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Pemberton Day 2: Hometown Heroes Black Mountain Tempt Fates

July 27, 2008 11:00 AM ET

It was Black Mountain's singular fate to have the least distance to travel and the most to prove at Pemberton. This may be why the heralded Vancouver band waited to start their side stage set until they were certain their mainstage neighbors (fellow Maple Leafers the Tragically Hip) were finished. As having the most to prove goes, playing up against Canada's most-loved band is about as undesirable as it gets. Still, a sizeable crowd of hipsters gathered (many of whom have probably served Stephen McBean coffee back in the city) to hear Black Mountain's In the Future served up loud and in its near entirety, with "Stormy High" and "Angels" at the forefront of a very speedy set. For all McBean's strategizing, he neglected one thing: starting late means ending late, and he was forced to thrash his way through the last few songs as the hip kids wandered off to see the Flaming Lips.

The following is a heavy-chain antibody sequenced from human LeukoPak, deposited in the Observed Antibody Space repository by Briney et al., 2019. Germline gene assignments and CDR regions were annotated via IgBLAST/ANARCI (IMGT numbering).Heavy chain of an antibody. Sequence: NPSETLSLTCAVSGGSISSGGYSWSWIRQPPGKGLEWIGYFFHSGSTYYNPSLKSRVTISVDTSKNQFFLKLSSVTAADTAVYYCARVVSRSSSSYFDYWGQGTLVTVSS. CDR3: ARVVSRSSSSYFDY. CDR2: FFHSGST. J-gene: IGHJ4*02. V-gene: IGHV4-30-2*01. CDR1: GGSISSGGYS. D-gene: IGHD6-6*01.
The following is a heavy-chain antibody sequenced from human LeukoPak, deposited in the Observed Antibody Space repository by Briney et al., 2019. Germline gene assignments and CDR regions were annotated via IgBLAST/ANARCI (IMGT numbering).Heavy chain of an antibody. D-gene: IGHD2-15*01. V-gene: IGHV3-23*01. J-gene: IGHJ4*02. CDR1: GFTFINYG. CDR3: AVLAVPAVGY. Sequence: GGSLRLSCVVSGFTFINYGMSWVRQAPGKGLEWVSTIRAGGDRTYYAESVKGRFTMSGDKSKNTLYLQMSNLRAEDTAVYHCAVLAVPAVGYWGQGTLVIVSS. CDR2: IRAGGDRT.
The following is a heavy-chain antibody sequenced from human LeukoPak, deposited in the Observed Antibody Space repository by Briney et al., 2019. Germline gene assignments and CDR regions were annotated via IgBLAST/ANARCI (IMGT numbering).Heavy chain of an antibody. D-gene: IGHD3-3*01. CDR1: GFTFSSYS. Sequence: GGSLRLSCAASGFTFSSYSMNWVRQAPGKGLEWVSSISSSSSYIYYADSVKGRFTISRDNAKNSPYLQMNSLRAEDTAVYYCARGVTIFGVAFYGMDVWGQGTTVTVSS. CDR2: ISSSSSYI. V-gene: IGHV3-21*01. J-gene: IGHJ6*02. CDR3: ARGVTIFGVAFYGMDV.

For complete coverage of the Pemberton Festival, check out rocknrolldiary.com.

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Song Stories

“Madame George”

Van Morrison | 1968

One of the first stream-of-consciousness epics to make it onto a Van Morrison record, his drawn-out farewell to the eccentric "Madame George" lasted nearly 10 minutes, combining ingredients from folk, jazz and classical music. The character that gave the song its title provoked speculation that it was about a drag queen, though Morrison denied this in Rolling Stone. "If you see it as a male or a female or whatever, it's your trip," he remarked. "I see it as a ... a Swiss cheese sandwich. Something like that."

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